Before capitalism, the very idea of “affordable luxury” would have been unthinkable. Under feudalism, luxury was for the wealthy, not the masses. As the economist Ludwig von Mises explained:

Before the advent of capitalism, a man’s social status was fixed from the beginning to the end of his life; he inherited it from his ancestors, and it never changed. … As for manufacturing, the primitive processing industries of those days existed almost exclusively for the benefit of the wealthy. Most of the people (ninety percent or more of the European population) worked the land and did not come in contact with the city-oriented processing industries. …However, as the rural population expanded, there developed a surplus of people on the land. … The numbers of these “outcasts” continued to grow, and still no one knew what to do with them. …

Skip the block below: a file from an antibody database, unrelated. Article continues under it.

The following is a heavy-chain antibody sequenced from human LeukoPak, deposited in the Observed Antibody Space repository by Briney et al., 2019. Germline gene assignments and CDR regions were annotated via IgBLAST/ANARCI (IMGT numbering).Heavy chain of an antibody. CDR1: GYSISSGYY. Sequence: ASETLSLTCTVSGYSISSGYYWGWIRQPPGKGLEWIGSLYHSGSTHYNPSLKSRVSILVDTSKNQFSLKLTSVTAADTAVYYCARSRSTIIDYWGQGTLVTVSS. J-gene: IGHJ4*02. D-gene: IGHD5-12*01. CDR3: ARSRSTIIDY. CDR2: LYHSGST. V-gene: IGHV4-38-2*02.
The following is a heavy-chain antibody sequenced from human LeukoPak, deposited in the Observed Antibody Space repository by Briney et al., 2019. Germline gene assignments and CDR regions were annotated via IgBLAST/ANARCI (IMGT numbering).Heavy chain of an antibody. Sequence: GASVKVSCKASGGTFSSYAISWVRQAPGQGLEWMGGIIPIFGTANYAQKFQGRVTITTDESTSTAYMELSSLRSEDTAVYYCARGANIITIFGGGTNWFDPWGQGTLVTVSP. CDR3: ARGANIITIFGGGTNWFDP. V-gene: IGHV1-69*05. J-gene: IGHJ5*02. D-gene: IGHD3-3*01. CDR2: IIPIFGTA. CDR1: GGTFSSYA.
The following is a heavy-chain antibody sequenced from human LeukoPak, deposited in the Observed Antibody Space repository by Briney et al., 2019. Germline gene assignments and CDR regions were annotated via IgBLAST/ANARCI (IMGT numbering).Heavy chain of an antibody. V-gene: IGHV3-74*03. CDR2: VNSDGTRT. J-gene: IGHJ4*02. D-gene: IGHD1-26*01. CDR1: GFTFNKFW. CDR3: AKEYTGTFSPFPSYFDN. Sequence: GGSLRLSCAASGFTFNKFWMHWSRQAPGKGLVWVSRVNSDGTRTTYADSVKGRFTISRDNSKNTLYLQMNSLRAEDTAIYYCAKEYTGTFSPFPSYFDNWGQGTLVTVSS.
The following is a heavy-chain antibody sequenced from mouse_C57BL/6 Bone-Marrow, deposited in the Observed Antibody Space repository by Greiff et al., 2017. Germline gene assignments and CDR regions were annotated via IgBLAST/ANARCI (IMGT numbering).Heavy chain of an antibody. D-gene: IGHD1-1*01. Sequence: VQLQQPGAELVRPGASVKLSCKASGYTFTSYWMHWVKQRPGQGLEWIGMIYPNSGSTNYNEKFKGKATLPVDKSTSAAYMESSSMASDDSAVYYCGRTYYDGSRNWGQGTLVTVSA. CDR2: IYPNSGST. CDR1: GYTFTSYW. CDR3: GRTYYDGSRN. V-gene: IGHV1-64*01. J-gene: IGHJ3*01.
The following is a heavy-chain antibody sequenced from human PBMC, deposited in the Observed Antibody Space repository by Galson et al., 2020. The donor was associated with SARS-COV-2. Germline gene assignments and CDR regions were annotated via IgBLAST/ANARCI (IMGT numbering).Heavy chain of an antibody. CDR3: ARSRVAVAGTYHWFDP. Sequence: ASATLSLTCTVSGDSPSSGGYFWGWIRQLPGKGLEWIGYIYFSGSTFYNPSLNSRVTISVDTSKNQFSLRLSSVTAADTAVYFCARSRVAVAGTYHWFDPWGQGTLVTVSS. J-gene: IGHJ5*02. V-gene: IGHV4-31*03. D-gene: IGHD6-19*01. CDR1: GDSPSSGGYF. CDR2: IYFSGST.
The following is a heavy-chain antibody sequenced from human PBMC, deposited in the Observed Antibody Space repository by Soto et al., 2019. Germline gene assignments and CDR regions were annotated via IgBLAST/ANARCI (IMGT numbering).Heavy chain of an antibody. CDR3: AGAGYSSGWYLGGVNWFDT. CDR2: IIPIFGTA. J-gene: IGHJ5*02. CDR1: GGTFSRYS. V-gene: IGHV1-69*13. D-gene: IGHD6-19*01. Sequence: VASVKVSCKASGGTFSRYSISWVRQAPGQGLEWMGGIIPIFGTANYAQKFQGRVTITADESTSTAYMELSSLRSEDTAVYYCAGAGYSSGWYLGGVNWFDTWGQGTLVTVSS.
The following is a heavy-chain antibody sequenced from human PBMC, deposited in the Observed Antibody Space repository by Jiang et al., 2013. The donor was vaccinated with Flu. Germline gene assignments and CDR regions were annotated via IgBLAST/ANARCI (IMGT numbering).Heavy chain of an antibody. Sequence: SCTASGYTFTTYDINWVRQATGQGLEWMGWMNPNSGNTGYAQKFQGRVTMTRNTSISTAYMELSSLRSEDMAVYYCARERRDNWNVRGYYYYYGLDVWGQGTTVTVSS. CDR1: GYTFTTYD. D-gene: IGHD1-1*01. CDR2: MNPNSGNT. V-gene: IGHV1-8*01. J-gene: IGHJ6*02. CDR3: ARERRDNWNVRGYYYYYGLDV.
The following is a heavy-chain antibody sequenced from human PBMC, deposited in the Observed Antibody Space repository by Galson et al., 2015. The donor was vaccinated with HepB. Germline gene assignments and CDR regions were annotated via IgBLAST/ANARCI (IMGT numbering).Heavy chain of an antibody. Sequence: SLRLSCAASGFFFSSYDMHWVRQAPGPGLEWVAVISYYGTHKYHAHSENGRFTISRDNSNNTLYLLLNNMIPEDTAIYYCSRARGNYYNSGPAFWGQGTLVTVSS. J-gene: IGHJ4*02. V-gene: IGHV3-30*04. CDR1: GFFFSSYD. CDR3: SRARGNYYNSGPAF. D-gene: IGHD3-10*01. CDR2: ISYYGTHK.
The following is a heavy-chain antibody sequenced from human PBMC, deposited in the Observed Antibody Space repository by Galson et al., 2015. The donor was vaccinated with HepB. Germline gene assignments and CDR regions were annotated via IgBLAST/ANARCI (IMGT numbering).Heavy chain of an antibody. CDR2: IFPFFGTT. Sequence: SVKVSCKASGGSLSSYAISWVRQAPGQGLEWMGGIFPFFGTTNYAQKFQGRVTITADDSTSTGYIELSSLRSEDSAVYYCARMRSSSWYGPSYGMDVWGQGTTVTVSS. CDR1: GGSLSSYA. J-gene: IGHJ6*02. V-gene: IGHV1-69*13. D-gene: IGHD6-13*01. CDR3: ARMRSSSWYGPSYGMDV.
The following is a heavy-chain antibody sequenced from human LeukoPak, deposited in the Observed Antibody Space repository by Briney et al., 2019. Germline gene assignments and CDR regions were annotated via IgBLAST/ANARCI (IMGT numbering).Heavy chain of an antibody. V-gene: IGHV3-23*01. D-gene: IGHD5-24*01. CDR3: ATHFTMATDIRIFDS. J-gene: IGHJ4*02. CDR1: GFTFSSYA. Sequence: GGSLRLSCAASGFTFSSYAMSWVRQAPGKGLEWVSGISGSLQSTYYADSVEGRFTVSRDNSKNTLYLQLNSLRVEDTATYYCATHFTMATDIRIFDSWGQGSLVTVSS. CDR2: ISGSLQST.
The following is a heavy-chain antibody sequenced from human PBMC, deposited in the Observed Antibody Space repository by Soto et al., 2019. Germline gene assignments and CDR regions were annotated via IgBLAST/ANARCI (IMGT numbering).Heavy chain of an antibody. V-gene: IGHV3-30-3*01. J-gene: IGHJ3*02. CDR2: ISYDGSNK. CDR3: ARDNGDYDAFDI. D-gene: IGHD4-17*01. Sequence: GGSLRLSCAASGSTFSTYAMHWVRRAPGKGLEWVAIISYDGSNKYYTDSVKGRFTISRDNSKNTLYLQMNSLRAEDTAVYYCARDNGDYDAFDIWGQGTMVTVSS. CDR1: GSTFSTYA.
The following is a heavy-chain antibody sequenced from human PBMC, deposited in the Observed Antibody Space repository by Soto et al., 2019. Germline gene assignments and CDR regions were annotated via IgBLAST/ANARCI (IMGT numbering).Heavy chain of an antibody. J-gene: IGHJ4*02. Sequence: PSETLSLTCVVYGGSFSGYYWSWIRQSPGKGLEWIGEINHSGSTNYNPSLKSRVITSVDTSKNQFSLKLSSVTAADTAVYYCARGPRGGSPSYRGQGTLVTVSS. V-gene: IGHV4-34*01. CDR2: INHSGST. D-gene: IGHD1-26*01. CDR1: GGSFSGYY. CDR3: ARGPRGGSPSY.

Out of this serious social situation emerged the beginnings of modern capitalism. … Innovators did not produce expensive goods suitable only for the upper classes; they produced cheaper products for everyone’s needs. And this was the origin of capitalism as it operates today. It was the beginning of mass production, the fundamental principle of capitalistic industry. Whereas the old processing industries serving the rich people in the cities had existed almost exclusively for the demands of the upper classes, the new capitalist industries began to produce things that could be purchased by the general population. It was mass production to satisfy the needs of the masses.